The Missing Link

The Missing Link – Shari Berkowitz and the Pilates Teacher Intensives.

You know when you feel there is something you are missing, something you know will be simple and a golden bullet, but you just can’t quite make it simple enough to see it or feel it. This has been my experience of teaching Pilates, very frustrating and actually stressful . The kind of underlying stress that you can’t name.

I’ve been a client and a teacher in the Pilates world for around seven and a half years.  I always thought Pilates was amazing and knew it had many many answers to modern maladies that effect us as modern humans. Still I remained unsatisfied that it was truly focused deep enough on the most important thing, ‘structure ‘.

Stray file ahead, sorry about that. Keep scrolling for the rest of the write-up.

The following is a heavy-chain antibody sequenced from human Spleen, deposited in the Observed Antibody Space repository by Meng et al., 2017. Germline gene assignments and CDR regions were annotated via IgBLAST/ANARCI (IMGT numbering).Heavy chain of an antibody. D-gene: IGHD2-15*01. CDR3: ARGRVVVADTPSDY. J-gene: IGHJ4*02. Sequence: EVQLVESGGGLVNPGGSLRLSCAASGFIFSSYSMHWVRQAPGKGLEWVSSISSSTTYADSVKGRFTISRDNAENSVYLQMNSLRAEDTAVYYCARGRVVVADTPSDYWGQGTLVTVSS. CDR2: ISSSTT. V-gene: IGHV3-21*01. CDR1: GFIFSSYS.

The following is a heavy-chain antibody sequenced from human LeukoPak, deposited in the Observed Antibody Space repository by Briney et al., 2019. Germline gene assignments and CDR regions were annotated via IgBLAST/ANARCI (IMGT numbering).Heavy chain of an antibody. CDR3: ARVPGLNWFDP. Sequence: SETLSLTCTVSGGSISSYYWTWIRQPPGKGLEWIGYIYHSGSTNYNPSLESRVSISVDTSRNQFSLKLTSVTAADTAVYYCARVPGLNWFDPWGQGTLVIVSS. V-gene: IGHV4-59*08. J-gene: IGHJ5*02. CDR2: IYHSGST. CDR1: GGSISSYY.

There is a phrase used in osteopathy, which covers this “Structure governs form, form governs structure”.  As a life long martial artist I had the good fortune to be taught by a very astute Wing Chun teacher, who taught me that all the fancy looking and flamboyant moves in that field were only good if they could be used to break the opponent’s structure.  Pilates teachers, as would be healers of musculoskeletal dysfunction could learn some thing from this approach, obviously in reverse. I have been a real seeker of this disturbing missing link, what I thought was a great system of beautiful form but with little understanding of modern thought on functional structure.  I don’t get into the classical vs. modern debate, although without classical you don’t have the experience of seeing the overall idea and genius of Mr. Pilates work .  I have explored in depth the linages of Kathy Grant and Eve Gentry with some fantastic teachers like Cara Reeser , Blossom Leilani Crawford , Deb Kolwey and Michelle Larsson. I love the work in those systems and I use it daily but I still felt there was a link missing. What was it you ask ? Well in quantum physics there is a thing called Superstring theory that links all of existence together . That was it, how do I link everything together and how do I find that?